Coronavirus test tube samples

The Los Angeles County Department of Public Health conducts Polymerase Chain Reaction (PCR) test for COVID-19 on March 19, 2020.

Los Angeles County surpassed 1 million cases of the coronavirus today, as officials reported 14,669 new cases of COVID-19 and 253 additional deaths. That brought the county's totals to 1,003,923 cases and 13,741 fatalities since the pandemic began.

The county's public health department also confirmed the first case of the COVID-19 variant B.1.1.7, the fast-spreading variant discovered in the United Kingdom, in an individual who recently spent time in Los Angeles County. The individual is a male who traveled to Oregon, where he is currently isolating.

The variant was confirmed by Quest Laboratories in Washington state.

Although it is the first confirmed case of the variant in Los Angeles County, public health officials here believe that the new, more contagious strain is already spreading in the community, and are continuing to test samples. 

The new strain does not make people sicker, but it is transmitted much more easily, meaning it can rapidly spread through the population.

"The presence of the U.K. variant in Los Angeles County is troubling, as our health care system is already severely strained with more than 7,500 people currently hospitalized," Public Health Director Barbara Ferrer said.  "This more contagious variant makes it easier for infections to spread at worksites, at stores, and in our homes."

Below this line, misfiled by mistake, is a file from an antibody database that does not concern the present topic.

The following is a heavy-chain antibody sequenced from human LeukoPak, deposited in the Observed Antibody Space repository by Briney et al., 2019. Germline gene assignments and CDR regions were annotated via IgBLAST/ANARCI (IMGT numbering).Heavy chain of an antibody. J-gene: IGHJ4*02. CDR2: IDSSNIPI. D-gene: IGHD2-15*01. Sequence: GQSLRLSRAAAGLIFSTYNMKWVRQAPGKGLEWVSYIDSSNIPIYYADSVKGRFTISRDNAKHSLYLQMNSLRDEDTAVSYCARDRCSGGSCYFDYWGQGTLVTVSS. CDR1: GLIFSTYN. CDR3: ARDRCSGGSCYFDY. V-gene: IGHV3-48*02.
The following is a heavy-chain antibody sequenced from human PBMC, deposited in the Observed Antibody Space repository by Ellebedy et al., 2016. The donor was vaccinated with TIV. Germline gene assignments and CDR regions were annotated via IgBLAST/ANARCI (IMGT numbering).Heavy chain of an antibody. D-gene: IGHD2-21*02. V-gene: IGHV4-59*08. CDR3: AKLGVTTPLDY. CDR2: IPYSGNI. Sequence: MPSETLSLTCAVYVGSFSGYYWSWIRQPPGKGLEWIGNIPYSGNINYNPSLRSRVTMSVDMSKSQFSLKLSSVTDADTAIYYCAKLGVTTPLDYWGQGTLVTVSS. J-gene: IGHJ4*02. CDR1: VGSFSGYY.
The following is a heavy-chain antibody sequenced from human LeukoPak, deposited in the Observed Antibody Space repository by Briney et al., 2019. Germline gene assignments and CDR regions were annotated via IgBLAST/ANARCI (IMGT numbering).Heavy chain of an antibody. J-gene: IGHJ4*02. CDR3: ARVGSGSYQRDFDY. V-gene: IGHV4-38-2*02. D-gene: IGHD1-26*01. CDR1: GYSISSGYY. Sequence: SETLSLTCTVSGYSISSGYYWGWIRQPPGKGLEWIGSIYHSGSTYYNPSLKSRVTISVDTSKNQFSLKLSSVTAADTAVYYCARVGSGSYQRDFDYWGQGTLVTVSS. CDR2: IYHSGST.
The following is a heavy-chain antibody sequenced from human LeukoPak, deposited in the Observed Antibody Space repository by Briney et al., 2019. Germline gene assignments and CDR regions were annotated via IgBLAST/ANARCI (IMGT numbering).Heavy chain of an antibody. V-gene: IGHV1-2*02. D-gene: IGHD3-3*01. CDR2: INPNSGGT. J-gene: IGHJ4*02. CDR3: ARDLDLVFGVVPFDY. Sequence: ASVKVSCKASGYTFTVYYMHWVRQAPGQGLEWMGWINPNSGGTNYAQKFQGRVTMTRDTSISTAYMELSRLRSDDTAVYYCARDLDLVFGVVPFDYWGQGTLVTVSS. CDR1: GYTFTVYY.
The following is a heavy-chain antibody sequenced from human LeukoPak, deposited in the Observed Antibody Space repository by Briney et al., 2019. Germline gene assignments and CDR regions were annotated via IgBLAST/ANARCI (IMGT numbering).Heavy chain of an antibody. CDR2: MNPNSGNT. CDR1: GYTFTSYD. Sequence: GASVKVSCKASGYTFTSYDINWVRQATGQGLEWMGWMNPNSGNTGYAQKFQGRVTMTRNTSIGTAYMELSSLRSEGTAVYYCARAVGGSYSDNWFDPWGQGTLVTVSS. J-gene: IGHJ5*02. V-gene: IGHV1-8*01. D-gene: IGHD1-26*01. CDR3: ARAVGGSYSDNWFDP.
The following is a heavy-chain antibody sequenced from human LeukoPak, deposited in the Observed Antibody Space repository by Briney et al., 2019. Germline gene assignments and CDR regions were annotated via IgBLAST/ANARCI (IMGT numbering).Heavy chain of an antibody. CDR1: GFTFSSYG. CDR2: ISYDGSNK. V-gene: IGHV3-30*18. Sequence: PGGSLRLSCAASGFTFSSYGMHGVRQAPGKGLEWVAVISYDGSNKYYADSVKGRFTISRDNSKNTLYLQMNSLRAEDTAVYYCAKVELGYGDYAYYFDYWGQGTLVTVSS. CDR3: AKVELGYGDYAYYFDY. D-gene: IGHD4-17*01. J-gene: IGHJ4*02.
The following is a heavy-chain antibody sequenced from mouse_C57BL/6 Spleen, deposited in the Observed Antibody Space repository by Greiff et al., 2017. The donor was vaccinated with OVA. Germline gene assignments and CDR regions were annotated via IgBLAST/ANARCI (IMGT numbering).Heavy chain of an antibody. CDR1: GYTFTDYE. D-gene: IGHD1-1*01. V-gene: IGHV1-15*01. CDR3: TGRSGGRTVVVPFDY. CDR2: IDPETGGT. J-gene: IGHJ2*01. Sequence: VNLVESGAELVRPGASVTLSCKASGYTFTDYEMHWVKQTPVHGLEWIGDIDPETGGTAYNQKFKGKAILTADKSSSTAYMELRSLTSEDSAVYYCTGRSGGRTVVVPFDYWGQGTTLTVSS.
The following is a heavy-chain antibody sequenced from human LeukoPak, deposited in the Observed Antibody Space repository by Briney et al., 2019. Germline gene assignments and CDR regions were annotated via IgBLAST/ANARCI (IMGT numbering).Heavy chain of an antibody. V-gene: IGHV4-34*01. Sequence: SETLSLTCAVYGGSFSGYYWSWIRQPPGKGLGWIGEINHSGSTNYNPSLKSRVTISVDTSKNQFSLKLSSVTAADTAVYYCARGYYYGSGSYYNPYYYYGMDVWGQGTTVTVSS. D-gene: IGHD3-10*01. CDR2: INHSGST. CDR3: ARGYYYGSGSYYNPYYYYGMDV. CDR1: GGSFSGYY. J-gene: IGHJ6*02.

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Of the 238 deaths reported today excluding those in Long Beach and Pasadena -- which have their own health departments -- 81 were over the age of 80, 92 were between 65 and 79, 49 were between 50 and 64, 12 people were between 30 and 49, and four people were between the ages of 18 and 29.

The number of coronavirus patients in county hospitals remained unchanged from Friday at 7,597, with 22% in the ICU. After peaking at just over 8,000, hospitalizations have been inching down in recent days.

The county has a total of about 2,500 licensed ICU beds.

But health officials have warned that hospital numbers could significantly rise again due to people who were infected over the Christmas and New Year's holidays. The county has continued to see elevated daily new case numbers, which always translate to more people being hospitalized.

Although the 1 million figure represents about one-tenth of the overall population, modeling released by the county this week estimated that as many as one-third of residents have actually been infected at some point, most likely without ever knowing it.

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